Visualising health data unlocks a range of opportunities

Filed in: General News

June 15, 2017

Mapping health related data alongside P2 People & Places (geodemographic classification) provides valuable and actionable insight that enhances a range of processes such as:

  • Marketing awareness campaigns
  • Identifying locations for clinics
  • Aligning resources effectively such as budget, staff and facilities
  • Academic research

Professor Allan Brimicombe, Head of The Centre for Geo-Information Studies at the University of East London, has used P2 People & Places to better understand GP prescription data for a recent article.University of East London logo

The article, a first of its kind, maps the prescription of medication used to treat schizophrenia and other psychotic illnesses in England.

“The purpose of the maps is to explore geographical variation across England. This visualisation of psychosis prescribing has not been achieved before, so seeing the geographical variation is in itself a potential eye-opener. In doing so, new questions can be asked both of the data, practice, and policy that are focused on explaining and where desirable, reducing these geographical variations.” Professor Allan Brimicombe

GP prescription data contains approximately 10 million records per month. Professor Brimicombe looked at a complete year’s records and filtered it to show only prescriptions of drugs used to treat Schizophrenia and other related illnesses. The data is then aggregated up to local authority level (York for example).

Professor Brimicombe then used Beacon Dodsworth’s P2 People & Places geodemographic analysis on the records to determine the most predominant P2 classification type. In order these were N, L and K . The classification with the least association was C.Map of GP prescription data issued in England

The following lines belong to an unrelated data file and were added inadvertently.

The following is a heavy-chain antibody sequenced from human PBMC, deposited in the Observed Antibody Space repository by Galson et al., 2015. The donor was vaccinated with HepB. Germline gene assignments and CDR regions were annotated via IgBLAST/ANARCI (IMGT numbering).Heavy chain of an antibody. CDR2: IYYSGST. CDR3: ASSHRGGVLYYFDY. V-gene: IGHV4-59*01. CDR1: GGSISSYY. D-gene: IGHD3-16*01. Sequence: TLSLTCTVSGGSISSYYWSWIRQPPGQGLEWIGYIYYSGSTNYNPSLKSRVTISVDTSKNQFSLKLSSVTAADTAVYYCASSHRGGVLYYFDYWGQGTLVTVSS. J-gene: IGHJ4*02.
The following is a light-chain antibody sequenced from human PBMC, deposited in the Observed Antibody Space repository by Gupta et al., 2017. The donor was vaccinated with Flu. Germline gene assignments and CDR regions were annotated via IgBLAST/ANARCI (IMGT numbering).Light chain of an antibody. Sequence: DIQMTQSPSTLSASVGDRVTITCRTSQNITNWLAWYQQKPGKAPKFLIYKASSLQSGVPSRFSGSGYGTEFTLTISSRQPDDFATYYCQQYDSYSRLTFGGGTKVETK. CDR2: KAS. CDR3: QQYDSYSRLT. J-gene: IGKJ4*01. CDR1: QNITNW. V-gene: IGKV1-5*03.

The P2 data provides descriptions about different types of people and adds insight when combined with the GP prescription data.

Professor Brimicombe has been collecting GP prescription data since 2011, which has enabled him to map the change over a 5-year period. The national average rate of prescriptions for schizophrenia and related illnesses has increased by 3%.

Working with the University of East London

The University of East London signed a 5-year deal with Beacon Dodsworth in August 2016 giving Professors, staff and students use of the P2 People and Places data.

The work of Allan Brimicombe, his students, and colleagues is not limited to understanding GP prescription data. Professor Brimicombe is also working on several other projects, one of which is understanding the connections between Neighbourhood Watch and P2 classification types. This can then be used to plan new neighbourhood watch schemes which target the right demographic and would hopefully lead to reduced crime and subsequently, less spending of police time and money.

To learn more about Beacon Dodsworth’s P2 People and Places, visit our website.

If you’d like to read Professor Brimicombe’s article – A Note on Maps of GP Prescribing for Schizophrenia and similar Psychotic Illnesses in England click here.

If you’d like to read the news article, created and edited by the BBC on Professor Brimicombe’s work, please click here.

 




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